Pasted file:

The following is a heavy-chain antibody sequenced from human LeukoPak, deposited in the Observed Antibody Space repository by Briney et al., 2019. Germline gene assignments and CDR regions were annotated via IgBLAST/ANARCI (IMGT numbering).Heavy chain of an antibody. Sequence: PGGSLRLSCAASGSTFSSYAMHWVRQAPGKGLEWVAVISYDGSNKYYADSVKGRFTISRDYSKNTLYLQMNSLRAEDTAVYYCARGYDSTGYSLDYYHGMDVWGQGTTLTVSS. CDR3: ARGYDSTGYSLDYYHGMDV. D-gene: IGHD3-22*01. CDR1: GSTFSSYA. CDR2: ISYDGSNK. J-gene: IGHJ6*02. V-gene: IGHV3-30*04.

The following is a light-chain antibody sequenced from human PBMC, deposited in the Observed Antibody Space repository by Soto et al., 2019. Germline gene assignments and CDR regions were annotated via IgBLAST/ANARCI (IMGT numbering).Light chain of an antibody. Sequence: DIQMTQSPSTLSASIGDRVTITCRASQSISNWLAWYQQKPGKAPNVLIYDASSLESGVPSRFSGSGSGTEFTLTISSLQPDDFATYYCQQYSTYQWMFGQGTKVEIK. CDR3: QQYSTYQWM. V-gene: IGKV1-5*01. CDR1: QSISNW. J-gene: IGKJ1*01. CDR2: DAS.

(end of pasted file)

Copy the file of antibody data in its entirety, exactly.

The following is a heavy-chain antibody sequenced from human LeukoPak, deposited in the Observed Antibody Space repository by Briney et al., 2019. Germline gene assignments and CDR regions were annotated via IgBLAST/ANARCI (IMGT numbering).Heavy chain of an antibody. Sequence: PGGSLRLSCAASGSTFSSYAMHWVRQAPGKGLEWVAVISYDGSNKYYADSVKGRFTISRDYSKNTLYLQMNSLRAEDTAVYYCARGYDSTGYSLDYYHGMDVWGQGTTLTVSS. CDR3: ARGYDSTGYSLDYYHGMDV. D-gene: IGHD3-22*01. CDR1: GSTFSSYA. CDR2: ISYDGSNK. J-gene: IGHJ6*02. V-gene: IGHV3-30*04.

The following is a light-chain antibody sequenced from human PBMC, deposited in the Observed Antibody Space repository by Soto et al., 2019. Germline gene assignments and CDR regions were annotated via IgBLAST/ANARCI (IMGT numbering).Light chain of an antibody. Sequence: DIQMTQSPSTLSASIGDRVTITCRASQSISNWLAWYQQKPGKAPNVLIYDASSLESGVPSRFSGSGSGTEFTLTISSLQPDDFATYYCQQYSTYQWMFGQGTKVEIK. CDR3: QQYSTYQWM. V-gene: IGKV1-5*01. CDR1: QSISNW. J-gene: IGKJ1*01. CDR2: DAS.